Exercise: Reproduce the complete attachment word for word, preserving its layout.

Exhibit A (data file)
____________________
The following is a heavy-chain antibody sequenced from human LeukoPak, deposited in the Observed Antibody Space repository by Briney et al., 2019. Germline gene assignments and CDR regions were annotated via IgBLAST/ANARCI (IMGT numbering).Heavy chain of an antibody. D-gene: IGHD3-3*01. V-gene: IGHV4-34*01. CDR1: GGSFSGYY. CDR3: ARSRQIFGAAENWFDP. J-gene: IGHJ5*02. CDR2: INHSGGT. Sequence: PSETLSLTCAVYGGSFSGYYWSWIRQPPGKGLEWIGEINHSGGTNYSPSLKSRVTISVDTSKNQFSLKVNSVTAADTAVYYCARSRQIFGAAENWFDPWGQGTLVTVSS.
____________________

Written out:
The following is a heavy-chain antibody sequenced from human LeukoPak, deposited in the Observed Antibody Space repository by Briney et al., 2019. Germline gene assignments and CDR regions were annotated via IgBLAST/ANARCI (IMGT numbering).Heavy chain of an antibody. D-gene: IGHD3-3*01. V-gene: IGHV4-34*01. CDR1: GGSFSGYY. CDR3: ARSRQIFGAAENWFDP. J-gene: IGHJ5*02. CDR2: INHSGGT. Sequence: PSETLSLTCAVYGGSFSGYYWSWIRQPPGKGLEWIGEINHSGGTNYSPSLKSRVTISVDTSKNQFSLKVNSVTAADTAVYYCARSRQIFGAAENWFDPWGQGTLVTVSS.